Mitosis as an anti-cancer target

Oncogene. 2011 Jun 23;30(25):2799-809. doi: 10.1038/onc.2011.30. Epub 2011 Feb 21.

Abstract

Most of the current drugs used to treat cancer can be classified as anti-proliferative drugs. These drugs perturb the proliferative cycle of tumor cells at diverse stages of the cell cycle. Examples of such drugs are DNA-damaging agents and inhibitors of cyclin-dependent kinases that arrest cell cycle progression at different stages of interphase. Another class of anti-proliferative drugs is the so-called anti-mitotic drugs, which selectively perturb progression through mitosis. Mitosis is the shortest and final stage in the cell cycle and has evolved to accurately divide the duplicated genome over the two daughter cells. This review deals with the different strategies that are currently considered to perturb mitotic progression in the treatment of cancer.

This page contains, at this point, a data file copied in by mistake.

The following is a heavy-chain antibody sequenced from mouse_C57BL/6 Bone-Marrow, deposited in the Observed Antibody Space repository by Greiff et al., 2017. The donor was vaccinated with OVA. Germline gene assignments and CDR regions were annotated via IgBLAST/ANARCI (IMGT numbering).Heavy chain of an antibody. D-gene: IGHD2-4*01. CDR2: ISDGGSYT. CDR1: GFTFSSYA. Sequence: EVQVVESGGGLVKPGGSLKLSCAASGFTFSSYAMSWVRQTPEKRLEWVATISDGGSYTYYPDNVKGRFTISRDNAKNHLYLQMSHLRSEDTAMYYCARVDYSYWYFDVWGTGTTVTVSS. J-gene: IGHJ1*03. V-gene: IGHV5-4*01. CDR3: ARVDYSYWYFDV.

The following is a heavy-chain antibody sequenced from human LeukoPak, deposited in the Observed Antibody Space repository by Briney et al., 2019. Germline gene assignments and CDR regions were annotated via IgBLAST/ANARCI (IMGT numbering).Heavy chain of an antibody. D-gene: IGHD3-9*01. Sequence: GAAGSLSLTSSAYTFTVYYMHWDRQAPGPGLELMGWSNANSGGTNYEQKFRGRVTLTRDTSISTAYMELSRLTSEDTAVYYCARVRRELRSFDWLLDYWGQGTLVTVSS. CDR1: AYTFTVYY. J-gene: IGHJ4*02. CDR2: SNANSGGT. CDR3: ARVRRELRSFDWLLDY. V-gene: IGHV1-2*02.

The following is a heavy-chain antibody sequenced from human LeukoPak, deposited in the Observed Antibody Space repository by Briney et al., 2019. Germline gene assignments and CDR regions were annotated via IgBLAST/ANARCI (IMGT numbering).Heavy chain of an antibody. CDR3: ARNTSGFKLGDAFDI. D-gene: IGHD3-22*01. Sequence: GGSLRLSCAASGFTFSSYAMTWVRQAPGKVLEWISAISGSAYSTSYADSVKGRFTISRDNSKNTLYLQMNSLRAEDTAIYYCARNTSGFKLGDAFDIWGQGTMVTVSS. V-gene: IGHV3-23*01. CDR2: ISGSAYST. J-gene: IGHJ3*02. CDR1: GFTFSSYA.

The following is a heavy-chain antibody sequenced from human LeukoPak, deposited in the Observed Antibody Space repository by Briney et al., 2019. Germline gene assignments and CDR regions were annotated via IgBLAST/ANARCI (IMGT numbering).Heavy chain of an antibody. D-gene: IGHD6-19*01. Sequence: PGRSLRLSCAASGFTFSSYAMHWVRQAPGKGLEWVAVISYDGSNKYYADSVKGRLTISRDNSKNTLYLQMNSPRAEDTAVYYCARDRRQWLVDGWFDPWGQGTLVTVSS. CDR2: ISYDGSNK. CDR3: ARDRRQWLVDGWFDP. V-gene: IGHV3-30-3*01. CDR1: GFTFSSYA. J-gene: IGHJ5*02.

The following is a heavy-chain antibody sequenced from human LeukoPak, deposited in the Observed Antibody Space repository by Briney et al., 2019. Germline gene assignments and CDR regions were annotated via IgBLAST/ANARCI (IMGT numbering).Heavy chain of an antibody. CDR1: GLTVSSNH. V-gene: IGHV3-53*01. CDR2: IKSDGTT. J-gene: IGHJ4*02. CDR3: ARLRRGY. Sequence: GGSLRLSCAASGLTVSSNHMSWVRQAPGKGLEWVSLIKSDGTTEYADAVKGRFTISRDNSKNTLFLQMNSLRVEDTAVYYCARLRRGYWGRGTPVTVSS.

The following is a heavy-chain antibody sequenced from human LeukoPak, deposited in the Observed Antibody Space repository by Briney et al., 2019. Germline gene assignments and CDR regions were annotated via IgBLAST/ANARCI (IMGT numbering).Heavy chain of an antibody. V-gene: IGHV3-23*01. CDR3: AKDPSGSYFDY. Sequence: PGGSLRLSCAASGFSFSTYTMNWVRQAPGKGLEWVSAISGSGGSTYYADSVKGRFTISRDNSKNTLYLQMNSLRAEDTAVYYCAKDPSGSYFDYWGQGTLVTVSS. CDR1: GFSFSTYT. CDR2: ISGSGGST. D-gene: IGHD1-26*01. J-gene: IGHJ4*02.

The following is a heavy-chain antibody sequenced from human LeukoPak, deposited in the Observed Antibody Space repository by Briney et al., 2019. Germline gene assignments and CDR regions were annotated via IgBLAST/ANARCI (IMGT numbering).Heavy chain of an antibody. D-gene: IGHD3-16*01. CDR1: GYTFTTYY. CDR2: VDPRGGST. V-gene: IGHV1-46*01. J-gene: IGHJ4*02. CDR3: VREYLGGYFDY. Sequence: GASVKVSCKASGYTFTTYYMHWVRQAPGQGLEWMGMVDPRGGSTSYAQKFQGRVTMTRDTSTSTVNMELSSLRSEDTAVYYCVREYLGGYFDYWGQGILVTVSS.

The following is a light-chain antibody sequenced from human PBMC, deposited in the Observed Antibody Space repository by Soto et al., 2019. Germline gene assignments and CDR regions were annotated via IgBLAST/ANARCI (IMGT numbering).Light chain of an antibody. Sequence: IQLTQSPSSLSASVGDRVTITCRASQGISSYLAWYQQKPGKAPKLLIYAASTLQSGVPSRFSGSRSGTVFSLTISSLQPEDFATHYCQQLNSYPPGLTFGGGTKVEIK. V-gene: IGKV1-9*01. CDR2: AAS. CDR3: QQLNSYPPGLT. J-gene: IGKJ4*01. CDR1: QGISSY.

Publication types

  • Review

MeSH terms

  • Animals
  • Antineoplastic Agents / pharmacology*
  • Centrosome
  • Chromosomal Instability
  • Humans
  • Mitosis / drug effects*
  • Neoplasms / enzymology
  • Neoplasms / genetics
  • Neoplasms / metabolism
  • Neoplasms / pathology*
  • Polyploidy

Substances

  • Antineoplastic Agents